That Irishman’s father, Patrick Power, was from Ballygill, just outside Ballinasloe.  ‘Power’s Garden’, as it was known, was close to Ballygill Bridge.

The view of the river Suck from Ballygill Bridge.







The eighteenth century Ballygill Lodge was ’10 chains East of the river Suck’ and in ruins  when O’Connor Power was a boy. Anthony Trollope’s  The Landleaguers (1883) describes a meet for the local hunt in Ballytowngal.


A visit in late September to Kilmainham Gaol.   O’Connor Power was arrested in Dublin in February 1868, a few days after his twenty-second birthday.  He was released in July.

Kilmainham cell


Photographs of a prison cell in the Victorian East Wing.  That Irishman spent several months in this cell or in one just like it.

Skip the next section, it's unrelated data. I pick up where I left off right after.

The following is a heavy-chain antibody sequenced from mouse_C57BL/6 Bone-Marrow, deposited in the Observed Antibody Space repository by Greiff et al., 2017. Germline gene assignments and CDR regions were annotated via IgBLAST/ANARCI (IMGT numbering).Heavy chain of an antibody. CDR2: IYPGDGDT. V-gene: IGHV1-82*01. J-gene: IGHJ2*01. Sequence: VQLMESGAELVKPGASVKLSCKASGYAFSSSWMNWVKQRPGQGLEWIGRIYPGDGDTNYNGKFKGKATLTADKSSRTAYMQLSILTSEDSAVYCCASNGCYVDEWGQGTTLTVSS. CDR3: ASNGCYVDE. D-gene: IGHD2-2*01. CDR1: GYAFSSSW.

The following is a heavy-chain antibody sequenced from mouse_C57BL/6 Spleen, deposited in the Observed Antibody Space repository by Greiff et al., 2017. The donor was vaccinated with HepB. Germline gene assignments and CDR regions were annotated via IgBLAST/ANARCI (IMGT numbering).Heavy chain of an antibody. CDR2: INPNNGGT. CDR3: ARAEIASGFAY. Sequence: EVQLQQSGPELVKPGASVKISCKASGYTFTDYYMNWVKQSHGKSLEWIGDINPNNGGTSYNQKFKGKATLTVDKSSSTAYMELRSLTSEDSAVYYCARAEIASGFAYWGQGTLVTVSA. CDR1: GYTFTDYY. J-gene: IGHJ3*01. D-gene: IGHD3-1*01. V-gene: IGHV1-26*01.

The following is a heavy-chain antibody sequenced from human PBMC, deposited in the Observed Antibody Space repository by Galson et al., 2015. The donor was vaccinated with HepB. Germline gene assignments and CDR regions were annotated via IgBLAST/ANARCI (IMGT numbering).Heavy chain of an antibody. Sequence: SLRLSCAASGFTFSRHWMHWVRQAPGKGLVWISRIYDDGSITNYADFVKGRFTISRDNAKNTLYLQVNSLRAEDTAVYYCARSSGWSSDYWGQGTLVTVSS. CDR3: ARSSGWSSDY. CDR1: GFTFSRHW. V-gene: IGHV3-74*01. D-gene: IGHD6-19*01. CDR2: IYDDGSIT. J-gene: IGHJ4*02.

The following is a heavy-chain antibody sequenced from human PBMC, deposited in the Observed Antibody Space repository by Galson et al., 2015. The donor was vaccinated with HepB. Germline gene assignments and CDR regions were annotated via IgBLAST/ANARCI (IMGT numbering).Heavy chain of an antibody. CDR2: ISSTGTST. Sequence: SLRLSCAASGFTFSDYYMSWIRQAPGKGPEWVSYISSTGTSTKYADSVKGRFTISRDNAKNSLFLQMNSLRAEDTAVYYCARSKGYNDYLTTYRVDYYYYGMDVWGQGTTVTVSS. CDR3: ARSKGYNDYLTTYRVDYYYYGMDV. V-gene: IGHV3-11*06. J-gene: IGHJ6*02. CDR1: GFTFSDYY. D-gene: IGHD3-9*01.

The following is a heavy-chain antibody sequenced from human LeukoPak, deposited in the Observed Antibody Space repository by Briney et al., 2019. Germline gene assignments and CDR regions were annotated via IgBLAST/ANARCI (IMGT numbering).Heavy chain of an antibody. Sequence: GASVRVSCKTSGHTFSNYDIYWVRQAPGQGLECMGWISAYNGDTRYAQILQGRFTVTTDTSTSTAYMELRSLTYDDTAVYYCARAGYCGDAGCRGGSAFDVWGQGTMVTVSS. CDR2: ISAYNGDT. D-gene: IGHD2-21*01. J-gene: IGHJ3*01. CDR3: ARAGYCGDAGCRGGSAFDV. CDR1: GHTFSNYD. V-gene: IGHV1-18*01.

Cell interior.







‘Home Rule sun rising up in the northwest’  James Joyce, Ulysses.

As the Irish Republican Brotherhood’s Supreme Council representative for Connacht, O’Connor Power moved to Mayo. The Fenians campaigned for Catholic landlord George Henry Moore in the Westminster elections.  It was at meetings in Moorehall that Moore and Fenian leaders agreed on a new departure – constitutional and physical force Nationalists to work together and separately to forward the goal of an independent Ireland.

For an account of the Moores of Moorehall visit There are photos of Moorehall in all its nineteenth century glory.

Moorehall as it is today.

Writer George Moore’s ‘dreaming house’. In 1923, Moorehall, with its impressive library, was gutted by fire.